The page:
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Detectable surfaces along accessible routes, corridors and paths

Textured surfaces assist in giving a secure foothold to ambulant disabled persons while detectable surfaces with a change in plane will assist the blind or partially visually impaired.

Learning Journeys

Did U see? Will U Do?

 A GLIMPSE INTO THE UNIVERSAL DESIGN (UD) HISTORY

Unlike the Green movement, the Universal Design movement took on evolving shapes and sizes. They sprouted out in pockets around the world after World War II. United Nations supported the efforts under the principle of “Equality for All”, which included anti-discriminations to persons with disabilities to affirm the dignity and worth of every human being, for the promotion of social justice.  

In the early 60s, the definition of “disabilities” was given a twist, to include any form of disabilities that come with age and physique. At the same time, advancements in medicine and technologies allowed people to live past the age of 65 and still going strong. By the 70s, the barrier-free movement began a process of change in public policies and design practices. In the 80s, many ‘first world countries’ started legislating barrier-free accessibility through their laws and regulations. The requirements were further broadened to include children, families and women when human rights groups began canvassing for the rights in the 80s. The 90s saw the initiations of the Universal Design movements in the United States, the Design for ALL concepts in Europe and Inclusive Design in the UK.

Compared with these countries, Singapore is still at its early stage on Universal Design. There is much for us to learn.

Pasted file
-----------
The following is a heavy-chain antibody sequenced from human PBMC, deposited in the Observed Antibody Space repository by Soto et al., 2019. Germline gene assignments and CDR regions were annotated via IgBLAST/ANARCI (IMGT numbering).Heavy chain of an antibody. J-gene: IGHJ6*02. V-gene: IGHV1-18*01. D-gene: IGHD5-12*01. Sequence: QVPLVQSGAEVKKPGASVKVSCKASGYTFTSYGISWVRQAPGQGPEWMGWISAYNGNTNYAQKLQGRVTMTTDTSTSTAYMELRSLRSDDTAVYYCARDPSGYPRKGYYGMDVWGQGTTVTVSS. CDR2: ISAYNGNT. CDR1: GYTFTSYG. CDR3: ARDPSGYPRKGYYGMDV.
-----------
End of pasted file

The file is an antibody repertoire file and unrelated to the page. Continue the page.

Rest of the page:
THE LEARNING JOURNEYS



The Singapore Building and Construction Authority (BCA) went to Japan on the first UD learning journey in 2009, led by our CEO, Dr John Keung. The delegation of 31 were very impressed with the efforts put in by the Shizuoka prefecture government, the attentions given by architects and developers to good detailing and user-friendly thoughts behind the facilities provided.

The meaningful journey prompted industry partners to ask for more. Deputy CEO of the Singapore Building and Construction Authority (BCA), Mr Ong See Ho, thus led a delegation of 26 representatives from both private and public sectors on a second UD learning journey to Copenhagen, Oslo and Kristiansand from 15 –23 October 2011. The enthusiasm displayed by the Scandinavians in their search for UD solutions for the elderly, the visual and the hearing impaired persons left the delegates a lasting impression.

The third UD journey led by Group Director of the Building Plan and Management Group, Mr Chin Chi Leong, brought 20 delegates to Boston. This trip added another dimension to our views on UD, one of user-centric designs. We were quite taken-in with the innovative solutions that were results of the user-centric design approach.